Can be topped with crème fraiche

Cook the squash until a little tender but not mushy (375 degrees for 15-20 minutes).
In the meantime, sauté the onion and chopped green apple in the butter or earth balance for about five to seven minutes.

When the squash is finished cooking remove the seeds and discard, then scrape out the guts and put it in a pot with onion and apple. Add the pumpkin, vegetable broth, dash of nutmeg and salt and pepper. Heat but don’t boil, reduce to simmer for about 45 minutes to an hour.

Either puree in a blender, food processor or my preferred method, emulsion blender.

Hello, Carbs. I’ve Missed You

pizza beerMy husband and I recently returned from a vacation in Italy. I literally ate more carbohydrates in the two weeks in Italy than I have in the past year. And I’m not one bit sorry. It was fantastic. We ate pizza and or pasta every single day and washed it down with lots of red wine followed by gelato.

ravioliI took a cooking class where I learned to make homemade pasta. During the class we ate two different pasta courses with bread and cake. I’m not kidding. I would normally never do this and I almost stopped myself, but really? I’m in Rome at a cooking class and I’m going to monitor my carb intake? Nope. Not me. So I told myself to shut up and I did it.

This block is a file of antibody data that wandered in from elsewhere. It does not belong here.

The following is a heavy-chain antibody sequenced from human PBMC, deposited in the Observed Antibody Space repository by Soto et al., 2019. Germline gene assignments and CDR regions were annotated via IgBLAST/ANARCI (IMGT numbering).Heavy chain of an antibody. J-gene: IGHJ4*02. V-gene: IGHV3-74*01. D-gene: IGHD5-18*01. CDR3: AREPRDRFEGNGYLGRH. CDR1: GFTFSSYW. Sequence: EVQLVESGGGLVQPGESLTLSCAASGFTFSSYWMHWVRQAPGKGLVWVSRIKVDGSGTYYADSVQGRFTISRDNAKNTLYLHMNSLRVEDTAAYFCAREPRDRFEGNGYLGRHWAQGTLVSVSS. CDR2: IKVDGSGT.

You would think from this description that I would have had to buy a second seat on my return flight. I did not gain a single pound. I’ve covered this in prior posts so I won’t go crazy, but there is something here that is really important.

First of all, we walked everywhere in Italy. I live in Texas where the only place I walk is to my car. I have to take myself on a walk like a dog to get any exercise. It’s pitiful.

Second, we ate real food, cooked fresh that day, and ate only what was in season. Even when we were in the train station, there was no fast food; only a man and a Panini press and an espresso machine. I never saw once Sysco truck or the equivalent the whole time we were there. I did see a produce truck, lots of farms, vineyards and ladies rolling out dough and crushing tomatoes.

A couple of times I ordered something that I saw on the menu like spinach. I was told, “No spinach in season only eggplant, zucchini or red pepper.”

This happened a couple of times until I realized they keep the vegetables on the menu but people know what is in season (except Americans who are used to getting things year round).

fruit storeTheir grocery stores are not the behemoth eyesores we have in the states. They are small, charming and have only this: produce, meat, fish, fowl, cheese, milk, eggs, flour, sugar, wine, baguettes, pasta and a small amount of cereal and chips.” That’s it. No ridiculous frozen sections, not twenty types of cereal, not twelve varieties of bread, soda, crackers, goldfish, pop tarts etc.

Furthermore, they don’t have the guilt associated with food that us Americans have. They eat and enjoy. They talk and linger and drink. Oh yeah and they get to have the wonderful oblivion that comes with living in a country where there are no GMOs and chemicals in your food.

So cheers or cin cin to you, Italy! I’ll be back. Until then, I’ll be rolling out the ravioli at home.